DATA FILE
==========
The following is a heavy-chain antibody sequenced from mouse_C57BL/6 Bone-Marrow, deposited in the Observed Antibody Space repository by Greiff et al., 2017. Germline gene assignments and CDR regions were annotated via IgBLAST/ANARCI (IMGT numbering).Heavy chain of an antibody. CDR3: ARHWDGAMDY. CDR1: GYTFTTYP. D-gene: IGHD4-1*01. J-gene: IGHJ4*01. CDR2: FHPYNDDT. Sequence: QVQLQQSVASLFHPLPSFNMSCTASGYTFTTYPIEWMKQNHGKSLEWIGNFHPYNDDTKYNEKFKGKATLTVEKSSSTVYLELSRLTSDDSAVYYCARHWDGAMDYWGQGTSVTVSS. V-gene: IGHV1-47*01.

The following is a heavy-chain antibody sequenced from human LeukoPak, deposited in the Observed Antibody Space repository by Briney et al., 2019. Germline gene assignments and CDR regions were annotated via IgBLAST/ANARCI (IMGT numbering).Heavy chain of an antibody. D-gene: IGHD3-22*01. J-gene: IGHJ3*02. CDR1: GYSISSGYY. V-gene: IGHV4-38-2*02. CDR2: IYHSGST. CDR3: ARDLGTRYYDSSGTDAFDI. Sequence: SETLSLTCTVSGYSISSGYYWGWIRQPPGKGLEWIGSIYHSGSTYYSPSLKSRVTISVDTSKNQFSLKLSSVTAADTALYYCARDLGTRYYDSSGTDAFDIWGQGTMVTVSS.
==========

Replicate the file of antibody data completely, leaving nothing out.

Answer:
The following is a heavy-chain antibody sequenced from mouse_C57BL/6 Bone-Marrow, deposited in the Observed Antibody Space repository by Greiff et al., 2017. Germline gene assignments and CDR regions were annotated via IgBLAST/ANARCI (IMGT numbering).Heavy chain of an antibody. CDR3: ARHWDGAMDY. CDR1: GYTFTTYP. D-gene: IGHD4-1*01. J-gene: IGHJ4*01. CDR2: FHPYNDDT. Sequence: QVQLQQSVASLFHPLPSFNMSCTASGYTFTTYPIEWMKQNHGKSLEWIGNFHPYNDDTKYNEKFKGKATLTVEKSSSTVYLELSRLTSDDSAVYYCARHWDGAMDYWGQGTSVTVSS. V-gene: IGHV1-47*01.

The following is a heavy-chain antibody sequenced from human LeukoPak, deposited in the Observed Antibody Space repository by Briney et al., 2019. Germline gene assignments and CDR regions were annotated via IgBLAST/ANARCI (IMGT numbering).Heavy chain of an antibody. D-gene: IGHD3-22*01. J-gene: IGHJ3*02. CDR1: GYSISSGYY. V-gene: IGHV4-38-2*02. CDR2: IYHSGST. CDR3: ARDLGTRYYDSSGTDAFDI. Sequence: SETLSLTCTVSGYSISSGYYWGWIRQPPGKGLEWIGSIYHSGSTYYSPSLKSRVTISVDTSKNQFSLKLSSVTAADTALYYCARDLGTRYYDSSGTDAFDIWGQGTMVTVSS.